Natural gas exporter Tellurian(TELL 3.73%) is little more than a great business plan and a well-regarded management team. It has little by way of existing operations, and hasn't broken ground on its Driftwood LNG natural gas liquefaction and export facility, which is expected to cost as much as $30 billion to build. 

But all that is set to change this year, with the company anticipated to give the go-ahead to start construction on Driftwood later this year, as well as finalize the necessary financing to pay for it. The company also just cleared a major legal hurdle, with industry giant Cheniere Energy (LNG -1.08%) dropping a lawsuit against Tellurian and co-founders Charif Souki and Martin Houston.

With the cloud of that lawsuit now lifted, Tellurian's path forward is a little more certain, and management can focus on developing and executing on its plans for Driftwood.

A statue of the scales of justice.

Image source: Getty Images.

Moving on from a long-running feud

Cheniere and Tellurian share much in their roots, starting with a founder in Charif Souki. Moreover, the initial seeds for what is now Tellurian's Driftwood LNG facility started as a joint venture between Cheniere and Parallax, a consultancy business owned by Martin Houston (the other co-founder of Tellurian) while Souki was still Cheniere's CEO. But before the venture could make much progress, activist investors, led by Carl Icahn, fired Souki as CEO of Cheniere in late 2015.

Soon after pushing Souki out, Cheniere ended the joint venture with Houston to develop what at the time it called Live Oak LNG. Not long after that, Houston and Souki founded Tellurian, and began plans to develop Driftwood as it is now planned, bringing dozens of former Cheniere staff members and executives along, including Tellurian CEO Meg Gentle, who was COO at Cheniere. 

Not long after that, Icahn and Cheniere filed suit, saying the new company and its founders stole Driftwood, and $47 million that Cheniere had loaned to fund the joint venture must be repaid. On the other side, the defendants in the case claimed that Cheniere was in breach of its contract with Parallax. 

With Chenerie dropping suit, the long-running feud between Souki and Icahn comes to, if not an end, at least a cessation of hostilities. 

Why that matters for Tellurian's prospects

Driftwood LNG is going to take between $25 billion and $30 billion to fund, from a combination of equity investments and debt. That's a lot of money to raise, particularly on a ground-up venture, and the energy market has been unpredictable enough in recent years to give investors pause on funding big projects. The overhang of a major lawsuit from a well-funded Cheniere, with an agitator like Icahn involved, has probably had some impact on Tellurian's ability to secure funding.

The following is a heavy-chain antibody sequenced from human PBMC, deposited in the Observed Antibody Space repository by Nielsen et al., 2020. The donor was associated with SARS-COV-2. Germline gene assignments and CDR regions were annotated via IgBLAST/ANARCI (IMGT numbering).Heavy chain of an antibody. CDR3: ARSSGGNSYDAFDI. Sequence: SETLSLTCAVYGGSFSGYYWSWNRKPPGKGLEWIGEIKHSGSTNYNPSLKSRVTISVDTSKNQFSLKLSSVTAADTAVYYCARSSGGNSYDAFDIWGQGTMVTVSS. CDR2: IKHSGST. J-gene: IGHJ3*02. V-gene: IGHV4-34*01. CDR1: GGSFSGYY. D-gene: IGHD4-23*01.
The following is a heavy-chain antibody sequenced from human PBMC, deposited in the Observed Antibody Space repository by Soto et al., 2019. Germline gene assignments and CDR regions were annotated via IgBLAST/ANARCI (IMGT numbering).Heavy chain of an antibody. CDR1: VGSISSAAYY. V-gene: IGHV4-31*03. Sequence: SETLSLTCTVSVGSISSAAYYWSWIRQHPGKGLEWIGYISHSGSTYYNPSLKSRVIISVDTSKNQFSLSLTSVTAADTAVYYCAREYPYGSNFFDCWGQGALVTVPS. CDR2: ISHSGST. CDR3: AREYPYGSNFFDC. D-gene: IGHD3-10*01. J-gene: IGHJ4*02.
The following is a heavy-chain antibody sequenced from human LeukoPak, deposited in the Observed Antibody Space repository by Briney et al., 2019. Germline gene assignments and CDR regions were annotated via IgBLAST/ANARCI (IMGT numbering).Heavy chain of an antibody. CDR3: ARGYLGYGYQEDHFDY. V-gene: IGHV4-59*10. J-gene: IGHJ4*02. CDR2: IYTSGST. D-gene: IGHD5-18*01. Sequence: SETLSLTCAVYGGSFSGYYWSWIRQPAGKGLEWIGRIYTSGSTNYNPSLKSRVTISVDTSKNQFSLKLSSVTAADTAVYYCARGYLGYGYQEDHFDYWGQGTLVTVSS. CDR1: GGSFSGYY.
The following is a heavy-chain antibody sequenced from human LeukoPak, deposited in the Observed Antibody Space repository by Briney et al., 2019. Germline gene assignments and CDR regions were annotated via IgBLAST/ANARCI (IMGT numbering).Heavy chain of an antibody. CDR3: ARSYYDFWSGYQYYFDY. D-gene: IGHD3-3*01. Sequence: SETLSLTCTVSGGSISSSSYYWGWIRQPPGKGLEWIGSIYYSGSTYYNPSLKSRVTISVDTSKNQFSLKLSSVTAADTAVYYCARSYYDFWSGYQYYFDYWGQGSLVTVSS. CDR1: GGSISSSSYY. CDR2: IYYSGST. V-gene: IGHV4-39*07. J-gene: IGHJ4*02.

Now that overhang is gone, and Tellurian can focus more of its resources on securing capital to move forward with construction. To be more specific, potential investors no longer have to worry that Cheniere and Icahn will be a roadblock to a profitable Driftwood LNG export facility. 

What's next for Tellurian, and what hasn't changed

Tellurian already has all the necessary government approvals and permits in place to move forward with Driftwood. It also has the bulk of the engineering work done, and the project is essentially "shovel-ready." What Tellurian doesn'have completely in place at this point, is money. The next steps for Tellurian will be to secure the remaining funds it will need to build Driftwood, so that it can give construction partner Bechtel the go-ahead to start construction. Removing the shadow cast by the Cheniere lawsuit certainly won't hurt its efforts to secure capital. 

But I don't think that has substantially lowered Tellurian's risk profile as an investment. The company is still little more than a great business plan with an excellent management team in place to execute it, and that management team is tasked with going from a standstill to completing and operating a $30 billion LNG export terminal in about three years. Having management that's done it before -- its core management were deeply involved at Cheniere during this exact same stage -- is a big advantage, but there's a lot that could go wrong between now and putting LNG into the first tanker ship, including unforeseen and unexpected changes in the energy sector that weaken investors appetite for mega-LNG projects. 

But for investors going into with both eyes open, there's substantial opportunity for profits if things go even remotely close to plan. And that should be at least a little easier with the specter of Cheniere and Icahn removed.